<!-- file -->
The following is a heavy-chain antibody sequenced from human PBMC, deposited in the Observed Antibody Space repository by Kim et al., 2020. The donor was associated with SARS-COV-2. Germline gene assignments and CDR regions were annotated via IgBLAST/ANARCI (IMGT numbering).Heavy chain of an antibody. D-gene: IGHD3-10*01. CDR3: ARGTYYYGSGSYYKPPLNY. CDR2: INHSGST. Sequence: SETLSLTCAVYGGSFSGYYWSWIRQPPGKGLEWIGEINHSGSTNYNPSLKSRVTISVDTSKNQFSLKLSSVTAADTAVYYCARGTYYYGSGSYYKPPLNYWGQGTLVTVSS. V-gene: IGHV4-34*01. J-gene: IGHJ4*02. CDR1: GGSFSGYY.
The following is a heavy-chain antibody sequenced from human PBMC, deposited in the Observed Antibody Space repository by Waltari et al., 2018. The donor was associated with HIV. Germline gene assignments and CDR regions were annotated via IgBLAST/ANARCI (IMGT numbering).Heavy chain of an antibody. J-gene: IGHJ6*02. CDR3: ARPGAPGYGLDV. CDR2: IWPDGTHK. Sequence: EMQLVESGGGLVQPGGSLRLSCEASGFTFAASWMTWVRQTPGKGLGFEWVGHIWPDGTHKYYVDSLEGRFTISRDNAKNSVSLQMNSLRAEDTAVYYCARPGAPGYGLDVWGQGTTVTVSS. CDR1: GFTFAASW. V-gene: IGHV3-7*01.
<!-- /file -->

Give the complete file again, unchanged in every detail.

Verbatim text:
The following is a heavy-chain antibody sequenced from human PBMC, deposited in the Observed Antibody Space repository by Kim et al., 2020. The donor was associated with SARS-COV-2. Germline gene assignments and CDR regions were annotated via IgBLAST/ANARCI (IMGT numbering).Heavy chain of an antibody. D-gene: IGHD3-10*01. CDR3: ARGTYYYGSGSYYKPPLNY. CDR2: INHSGST. Sequence: SETLSLTCAVYGGSFSGYYWSWIRQPPGKGLEWIGEINHSGSTNYNPSLKSRVTISVDTSKNQFSLKLSSVTAADTAVYYCARGTYYYGSGSYYKPPLNYWGQGTLVTVSS. V-gene: IGHV4-34*01. J-gene: IGHJ4*02. CDR1: GGSFSGYY.
The following is a heavy-chain antibody sequenced from human PBMC, deposited in the Observed Antibody Space repository by Waltari et al., 2018. The donor was associated with HIV. Germline gene assignments and CDR regions were annotated via IgBLAST/ANARCI (IMGT numbering).Heavy chain of an antibody. J-gene: IGHJ6*02. CDR3: ARPGAPGYGLDV. CDR2: IWPDGTHK. Sequence: EMQLVESGGGLVQPGGSLRLSCEASGFTFAASWMTWVRQTPGKGLGFEWVGHIWPDGTHKYYVDSLEGRFTISRDNAKNSVSLQMNSLRAEDTAVYYCARPGAPGYGLDVWGQGTTVTVSS. CDR1: GFTFAASW. V-gene: IGHV3-7*01.